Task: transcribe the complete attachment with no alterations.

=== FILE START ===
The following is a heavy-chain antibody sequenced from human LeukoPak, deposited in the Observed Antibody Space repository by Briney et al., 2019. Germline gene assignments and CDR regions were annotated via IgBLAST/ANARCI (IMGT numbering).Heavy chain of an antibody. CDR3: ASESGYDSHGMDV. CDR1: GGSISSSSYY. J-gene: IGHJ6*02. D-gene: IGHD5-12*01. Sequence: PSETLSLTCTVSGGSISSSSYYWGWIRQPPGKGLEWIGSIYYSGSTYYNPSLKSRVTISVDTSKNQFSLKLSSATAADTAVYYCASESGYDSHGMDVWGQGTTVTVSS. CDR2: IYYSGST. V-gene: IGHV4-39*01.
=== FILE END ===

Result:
The following is a heavy-chain antibody sequenced from human LeukoPak, deposited in the Observed Antibody Space repository by Briney et al., 2019. Germline gene assignments and CDR regions were annotated via IgBLAST/ANARCI (IMGT numbering).Heavy chain of an antibody. CDR3: ASESGYDSHGMDV. CDR1: GGSISSSSYY. J-gene: IGHJ6*02. D-gene: IGHD5-12*01. Sequence: PSETLSLTCTVSGGSISSSSYYWGWIRQPPGKGLEWIGSIYYSGSTYYNPSLKSRVTISVDTSKNQFSLKLSSATAADTAVYYCASESGYDSHGMDVWGQGTTVTVSS. CDR2: IYYSGST. V-gene: IGHV4-39*01.